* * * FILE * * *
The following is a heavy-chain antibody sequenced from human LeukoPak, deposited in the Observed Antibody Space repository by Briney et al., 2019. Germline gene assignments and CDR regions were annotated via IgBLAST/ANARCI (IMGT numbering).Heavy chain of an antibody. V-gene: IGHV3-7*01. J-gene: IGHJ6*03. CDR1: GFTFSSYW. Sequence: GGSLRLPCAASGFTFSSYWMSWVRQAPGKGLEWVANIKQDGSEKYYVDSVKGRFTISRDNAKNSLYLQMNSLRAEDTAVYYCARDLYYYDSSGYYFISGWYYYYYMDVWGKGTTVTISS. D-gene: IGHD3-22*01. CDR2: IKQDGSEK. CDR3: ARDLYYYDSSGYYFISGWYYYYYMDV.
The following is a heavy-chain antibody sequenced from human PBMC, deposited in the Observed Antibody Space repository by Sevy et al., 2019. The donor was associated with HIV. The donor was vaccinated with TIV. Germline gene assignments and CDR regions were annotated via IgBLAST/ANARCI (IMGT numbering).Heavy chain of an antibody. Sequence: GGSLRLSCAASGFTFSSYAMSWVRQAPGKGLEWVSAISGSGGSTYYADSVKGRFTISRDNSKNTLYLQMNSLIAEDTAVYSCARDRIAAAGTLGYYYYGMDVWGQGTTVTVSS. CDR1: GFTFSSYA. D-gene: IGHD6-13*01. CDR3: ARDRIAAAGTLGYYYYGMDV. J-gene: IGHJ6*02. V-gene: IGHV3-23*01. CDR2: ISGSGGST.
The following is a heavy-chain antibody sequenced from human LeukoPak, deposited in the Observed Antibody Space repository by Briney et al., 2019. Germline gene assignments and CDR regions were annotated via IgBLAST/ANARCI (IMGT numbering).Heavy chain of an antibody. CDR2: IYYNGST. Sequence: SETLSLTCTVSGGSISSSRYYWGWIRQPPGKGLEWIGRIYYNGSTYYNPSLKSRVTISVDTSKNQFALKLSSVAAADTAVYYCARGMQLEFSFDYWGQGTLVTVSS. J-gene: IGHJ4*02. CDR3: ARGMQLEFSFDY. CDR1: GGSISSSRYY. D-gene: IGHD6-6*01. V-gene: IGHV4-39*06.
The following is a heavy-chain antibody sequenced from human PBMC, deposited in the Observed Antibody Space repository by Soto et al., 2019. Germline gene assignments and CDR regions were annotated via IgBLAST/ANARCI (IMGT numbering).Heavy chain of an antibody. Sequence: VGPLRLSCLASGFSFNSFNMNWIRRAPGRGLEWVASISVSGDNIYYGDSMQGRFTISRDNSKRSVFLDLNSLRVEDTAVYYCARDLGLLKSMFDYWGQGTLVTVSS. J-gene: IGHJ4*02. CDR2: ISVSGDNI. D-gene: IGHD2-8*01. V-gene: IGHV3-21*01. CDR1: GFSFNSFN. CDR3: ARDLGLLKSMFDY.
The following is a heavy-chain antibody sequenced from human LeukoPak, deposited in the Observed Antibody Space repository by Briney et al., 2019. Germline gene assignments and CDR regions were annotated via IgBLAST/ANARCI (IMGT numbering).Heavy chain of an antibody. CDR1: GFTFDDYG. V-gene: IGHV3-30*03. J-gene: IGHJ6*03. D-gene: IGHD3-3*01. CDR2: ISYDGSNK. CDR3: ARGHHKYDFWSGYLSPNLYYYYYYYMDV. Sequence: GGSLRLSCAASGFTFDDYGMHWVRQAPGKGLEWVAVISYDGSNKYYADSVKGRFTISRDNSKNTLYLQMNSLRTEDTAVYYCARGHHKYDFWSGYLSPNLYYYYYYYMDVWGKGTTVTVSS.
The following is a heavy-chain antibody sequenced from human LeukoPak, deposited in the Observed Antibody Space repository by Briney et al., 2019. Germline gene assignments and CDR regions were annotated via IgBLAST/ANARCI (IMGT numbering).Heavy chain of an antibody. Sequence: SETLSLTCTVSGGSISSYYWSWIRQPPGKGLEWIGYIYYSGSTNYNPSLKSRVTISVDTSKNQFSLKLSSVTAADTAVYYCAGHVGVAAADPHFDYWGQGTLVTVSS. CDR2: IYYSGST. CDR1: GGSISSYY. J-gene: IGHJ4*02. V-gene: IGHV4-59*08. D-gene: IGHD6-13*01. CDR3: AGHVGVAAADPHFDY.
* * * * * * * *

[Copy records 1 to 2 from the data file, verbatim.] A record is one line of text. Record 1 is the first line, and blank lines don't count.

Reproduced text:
The following is a heavy-chain antibody sequenced from human LeukoPak, deposited in the Observed Antibody Space repository by Briney et al., 2019. Germline gene assignments and CDR regions were annotated via IgBLAST/ANARCI (IMGT numbering).Heavy chain of an antibody. V-gene: IGHV3-7*01. J-gene: IGHJ6*03. CDR1: GFTFSSYW. Sequence: GGSLRLPCAASGFTFSSYWMSWVRQAPGKGLEWVANIKQDGSEKYYVDSVKGRFTISRDNAKNSLYLQMNSLRAEDTAVYYCARDLYYYDSSGYYFISGWYYYYYMDVWGKGTTVTISS. D-gene: IGHD3-22*01. CDR2: IKQDGSEK. CDR3: ARDLYYYDSSGYYFISGWYYYYYMDV.
The following is a heavy-chain antibody sequenced from human PBMC, deposited in the Observed Antibody Space repository by Sevy et al., 2019. The donor was associated with HIV. The donor was vaccinated with TIV. Germline gene assignments and CDR regions were annotated via IgBLAST/ANARCI (IMGT numbering).Heavy chain of an antibody. Sequence: GGSLRLSCAASGFTFSSYAMSWVRQAPGKGLEWVSAISGSGGSTYYADSVKGRFTISRDNSKNTLYLQMNSLIAEDTAVYSCARDRIAAAGTLGYYYYGMDVWGQGTTVTVSS. CDR1: GFTFSSYA. D-gene: IGHD6-13*01. CDR3: ARDRIAAAGTLGYYYYGMDV. J-gene: IGHJ6*02. V-gene: IGHV3-23*01. CDR2: ISGSGGST.